Starting next week, we’ll be posting all of the content for our Read This Next title on Thursday. You’ll get the extended preview, the translator interview, and the review all at once, giving you plenty of material to read over the weekend . . .
We were planning on implementing this change this week, but, well, since I was responsible for most of it, we’re a day behind. (So typical, I know.)
Anyway, this week’s book is The Splendor of Portugal by Antonio Lobo Antunes, one of my personal favorite authors. Rhett McNeil translated this from the Portuguese, and Dalkey Archive Press is publishing it on September 20th.
This novel is one of Antunes’s best, and features four narrators: Carlos, Rui, and Clarisse, and their mom, Isilda. A once wealthy, prestigious family, everything fell apart for them in Angola during the War of Independence, and the three kids ended up returning to Portugal and leaving their mother behind. Most of the book takes place on Christmas Eve in 1995, as Carlos waits for his brother and sister to join him for dinner.
Click here to read an extended preview, which is from the middle of the book, and focuses on Rui, the challenged youngest son of this once well-to-do family. It’s a great section, and one that does a great job in illustrating Antunes’s unique style.
Also available is an interview with Rhett McNeil:
RM: I expected that the process of translating this book would be frustrating at times, given the complexity of the language, the constant repetitions with variation, the abrupt changes in narrative voice and story line, etc., but it was surprising to me how emotionally exhausting it was. As you say, this is an extremely dark book, in which hatred and regret and resentment permeate nearly every aspect of the characters’ lives, from the macro-level of the post-colonial political situation in war-torn Angola to the micro-level of the family and the individual psyche. For some reason, the act of bringing this stuff over into English, of saying these often hauntingly sad things for the first time in English, really took it out of me emotionally, even more than it had when I read the book. Perhaps grappling with the meaning and rhythm of each phrase (there aren’t really sentences in any proper sense in this book) and giving it some sort of tangible existence in English made me something of a co-conspirator with Antunes, giving linguistic reality to things that normally have only a vaguely defined, purposefully hidden existence in the dark recesses of consciousness. Certain phrases or images would stick with me for a few days as linguistic puzzles or experiments in literary form, as I tried to find the best way to express them in English; by the time I decided on a final form, the full import of the phrase, the aesthetic or emotional impact of a given image or line would hit home. The image of a child shot dead, collapsing into a “crumpled heap” on the ground, “like an overcoat slipping off the hook of a coat-stand,” for instance.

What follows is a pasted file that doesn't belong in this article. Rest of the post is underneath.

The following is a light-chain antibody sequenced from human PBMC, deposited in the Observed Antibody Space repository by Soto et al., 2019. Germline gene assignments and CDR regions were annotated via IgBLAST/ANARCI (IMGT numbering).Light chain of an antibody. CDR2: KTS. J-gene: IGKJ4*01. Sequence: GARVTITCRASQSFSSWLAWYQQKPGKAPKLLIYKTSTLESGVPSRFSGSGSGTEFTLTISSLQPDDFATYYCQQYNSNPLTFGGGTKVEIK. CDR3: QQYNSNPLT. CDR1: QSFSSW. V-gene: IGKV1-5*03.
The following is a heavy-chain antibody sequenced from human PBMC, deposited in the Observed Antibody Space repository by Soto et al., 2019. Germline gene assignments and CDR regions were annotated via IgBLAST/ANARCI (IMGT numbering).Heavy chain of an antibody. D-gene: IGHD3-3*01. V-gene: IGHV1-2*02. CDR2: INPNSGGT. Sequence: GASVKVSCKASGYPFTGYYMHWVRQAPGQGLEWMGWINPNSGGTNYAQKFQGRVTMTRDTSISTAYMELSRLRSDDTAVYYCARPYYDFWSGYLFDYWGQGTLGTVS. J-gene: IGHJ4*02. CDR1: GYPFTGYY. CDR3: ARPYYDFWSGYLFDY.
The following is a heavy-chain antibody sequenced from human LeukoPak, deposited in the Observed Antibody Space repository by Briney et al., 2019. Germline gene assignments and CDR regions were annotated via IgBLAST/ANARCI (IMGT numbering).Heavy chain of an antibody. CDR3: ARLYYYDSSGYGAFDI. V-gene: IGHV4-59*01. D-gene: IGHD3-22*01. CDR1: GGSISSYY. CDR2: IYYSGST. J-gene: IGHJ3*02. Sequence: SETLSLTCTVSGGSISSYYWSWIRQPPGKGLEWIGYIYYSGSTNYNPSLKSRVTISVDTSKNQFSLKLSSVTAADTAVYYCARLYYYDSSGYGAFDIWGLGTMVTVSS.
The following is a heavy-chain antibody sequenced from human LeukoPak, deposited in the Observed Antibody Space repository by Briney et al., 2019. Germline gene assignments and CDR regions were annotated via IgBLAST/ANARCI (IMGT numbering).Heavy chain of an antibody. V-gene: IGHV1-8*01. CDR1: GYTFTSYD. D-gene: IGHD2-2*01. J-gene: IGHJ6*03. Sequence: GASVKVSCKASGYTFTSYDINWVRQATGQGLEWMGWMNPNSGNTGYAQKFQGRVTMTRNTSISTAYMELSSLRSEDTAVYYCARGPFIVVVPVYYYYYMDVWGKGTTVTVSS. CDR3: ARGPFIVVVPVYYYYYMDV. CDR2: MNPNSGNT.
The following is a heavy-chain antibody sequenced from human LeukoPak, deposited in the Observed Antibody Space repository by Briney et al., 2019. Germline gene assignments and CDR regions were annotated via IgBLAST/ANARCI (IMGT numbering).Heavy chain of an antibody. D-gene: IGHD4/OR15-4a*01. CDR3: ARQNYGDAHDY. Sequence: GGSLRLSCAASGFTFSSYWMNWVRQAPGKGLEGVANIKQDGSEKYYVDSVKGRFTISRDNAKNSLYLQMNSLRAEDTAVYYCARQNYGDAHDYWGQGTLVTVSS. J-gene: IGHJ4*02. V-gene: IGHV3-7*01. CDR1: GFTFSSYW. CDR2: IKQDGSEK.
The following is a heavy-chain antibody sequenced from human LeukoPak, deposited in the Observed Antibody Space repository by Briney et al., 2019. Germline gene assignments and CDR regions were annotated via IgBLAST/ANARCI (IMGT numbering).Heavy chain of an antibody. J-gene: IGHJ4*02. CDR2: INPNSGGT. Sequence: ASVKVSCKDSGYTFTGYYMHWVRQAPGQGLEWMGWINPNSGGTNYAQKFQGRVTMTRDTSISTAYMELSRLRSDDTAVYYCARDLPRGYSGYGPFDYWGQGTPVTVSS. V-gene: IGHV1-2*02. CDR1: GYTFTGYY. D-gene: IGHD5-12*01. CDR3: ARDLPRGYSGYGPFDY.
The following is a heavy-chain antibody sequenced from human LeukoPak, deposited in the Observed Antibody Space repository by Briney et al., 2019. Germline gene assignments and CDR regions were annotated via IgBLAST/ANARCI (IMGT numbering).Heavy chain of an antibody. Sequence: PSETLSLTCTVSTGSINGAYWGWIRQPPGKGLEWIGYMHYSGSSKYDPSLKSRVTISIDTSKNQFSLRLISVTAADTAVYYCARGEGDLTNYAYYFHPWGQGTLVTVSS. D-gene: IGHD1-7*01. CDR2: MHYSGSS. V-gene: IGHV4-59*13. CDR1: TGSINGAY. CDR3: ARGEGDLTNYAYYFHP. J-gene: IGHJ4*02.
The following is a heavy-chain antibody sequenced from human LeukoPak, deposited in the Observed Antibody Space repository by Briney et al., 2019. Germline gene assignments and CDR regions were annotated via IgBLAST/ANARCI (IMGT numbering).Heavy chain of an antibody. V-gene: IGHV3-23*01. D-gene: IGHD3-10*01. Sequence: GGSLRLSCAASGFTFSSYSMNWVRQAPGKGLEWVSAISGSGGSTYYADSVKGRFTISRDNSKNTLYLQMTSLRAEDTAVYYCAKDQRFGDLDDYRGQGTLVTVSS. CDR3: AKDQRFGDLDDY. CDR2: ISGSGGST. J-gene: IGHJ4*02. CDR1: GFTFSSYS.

And finally, here is a link to a full review of the novel.
As I mention in the review, I actually just wrote a really long piece about Antunes for Quarterly Conversation—one that does a better job of discussion what’s most interesting about Antunes’s work. I’ll definitely post about that as soon as it’s published.
As presaged by its title, contradiction is the theme of Peter Stamm’s novel, All Days Are Night. Gillian, a well-known television personality, remains unknowable to herself. And Hubert, a frustrated artist and Gillian’s lover, creates art through the process of. . .
It’s a rare and wonderful book that begins and ends with violence and humor. At the start of Etgar Keret’s The Seven Good Years, Keret is in a hospital waiting for the birth of his first child while nurses, in. . .
Last year, Han Kang’s The Vegetarian was an unexpected critical hit. Now, it’s just been published in the U.S. and has already received a great deal of positive critical attention. The Vegetarian was a bold book to attempt as an. . .
It’s been almost a year since the publication of Nowhere to Be Found by Bae Suah, but despite being included on the 2015 PEN Translation award longlist, and some pretty vocal support from key indie presses, the book has. . .
Jorge Eduardo Benavides’ novel La paz de los vencidos (The Peace of the Defeated) takes the form of a diary written by a nameless Peruvian thirty-something intellectual slumming it in Santa Cruz de Tenerife in Spain’s Canary Islands. Recently relocated. . .
Anyone with any interest at all in contemporary Moroccan writing must start with Souffles. A cultural and political journal, Souffles (the French word for “breaths”) was founded in 1966 by Abdellatif Laâbi and Mostafa Nissabouri. Run by a group of. . .
Randall Jarrell once argued a point that I will now paraphrase and, in doing so, over-simplify: As a culture, we need book criticism, not book reviews. I sort of agree, but let’s not get into all of that. Having finished. . .
Like any good potboiler worth its salt, Fuminori Nakamura’s The Gun wastes no time setting up its premise: “Last night, I found a gun. Or you could say I stole it, I’m not really sure. I’ve never seen something so. . .
Heiner Resseck, the protagonist in Monika Held’s thought-provoking, first novel, This Place Holds No Fear, intentionally re-lives his past every hour of every day. His memories are his treasures, more dear than the present or future. What wonderful past eclipses. . .
If you’ve ever worked in a corporate office, you’ve likely heard the phrase, “Perception is reality.” To Björn, the office worker who narrates Jonas Karlsson’s novel The Room, the reality is simple: there’s a door near the bathroom that leads. . .